US 7492691 B2
Disclosed is a holographic data storage device including holographic media for containing data, writing data to and reading data from. The storage device also includes at least one supplemental memory for containing at least a portion of a directory of the data contained in the holographic media. By locating directory information for the holographic media in a supplemental memory, areas of the holographic media that have not yet been written to can be determined prior to accessing the holographic media. In this way, activating photo-sensitive agents in unwritten areas of the holographic media can be avoided unless these areas are being written to.
1. A holographic data storage device including:
holographic media for containing data, writing data to and reading data from;
at least one supplemental memory for containing at least a first portion of a directory of the data contained in the holographic media.
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This application claims priority to U.S. provisional patent application Ser. No. 60/440,862 files Jan. 15, 2003, which is hereby incorporated by reference in its entirety.
Holographic media is rapidly developing as a medium for mass storage of data. Because holographic media is capable of storing relatively large amounts of data it is necessary to be able to index holographic media to be able to locate specific data stored thereon and/or determine various parameters about the data and/or storage medium.
One type of holographic storage device that includes holographic media is a cartridge that contains a spinning, circular disk having holographic media. Laser light can be projected onto the media to form holographic images in the media that contain data. When reading the holographic media, a reference laser beam illuminates the media to read out the holographic data.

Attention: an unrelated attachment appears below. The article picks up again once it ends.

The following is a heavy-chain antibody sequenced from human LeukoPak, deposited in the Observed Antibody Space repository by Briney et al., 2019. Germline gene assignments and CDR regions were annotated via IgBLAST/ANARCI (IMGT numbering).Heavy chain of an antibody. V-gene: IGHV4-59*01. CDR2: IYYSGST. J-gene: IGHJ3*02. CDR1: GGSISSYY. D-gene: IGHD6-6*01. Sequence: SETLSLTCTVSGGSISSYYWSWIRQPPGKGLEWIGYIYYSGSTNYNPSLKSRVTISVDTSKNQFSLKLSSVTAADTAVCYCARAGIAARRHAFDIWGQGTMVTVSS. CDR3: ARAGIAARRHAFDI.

Often, any particular area of holographic media in such storage devices can be read many times but written to only once. That is, the media is “write-once” holographic media. It is also the case, however, that there is typically enough media space in such holographic storage devices that that a single device can be used for many storage sessions, with additional data being written to the holographic media during each session. For such multi-session use, it is important to index, or provide a directory for, data that is written to the media during each session. Such an index or directory includes information that allows particular data written to the media to be located on the media.
For non-holographic media written to over multiple sessions, such directories are typically maintained in one of two ways. First, a session directory can be generated after each write session that indexes the data written to during that write session. Each of the session directories typically would include a pointer to the previous session directory. In order to locate information one the storage device, each session directory would be searched. A second way to index multi-session, non-holographic media is to generate a complete volume directory after each write session that includes an index of each of the sessions ever written to the disk. This can be accomplished by, after each write session, copying the previous volume directory and appending an index from the most recent write session.
Each of these methods of maintaining a volume directory requires searching the media in the volume to be sure that all of the data has been indexed (either directly or with pointers) in the most recent directory. If a volume is not fully written to, this involves reading past the end of data stored in the media, that is reading into portions of the media that have not been written to, in order to be sure that all data has been indexed.
Current storage devices can also allow the host to request reads beyond the end of data without checking the directory to see if data is present there. If there is no data or it does not pass a checksum, an error is returned.
In storage devices using non-holographic media, this is not a significant issue. When using holographic media, however, reading into a portion of the media that has not been written to can present some difficulty. In particular, holographic media includes photosensitive agents that are activated when exposed to light. If areas of the media are exposed to a reference beam before being written to, the photo-sensitive agents in the media can be activated and the media's dynamic range, and thus storage capacity, can be undesirably reduced.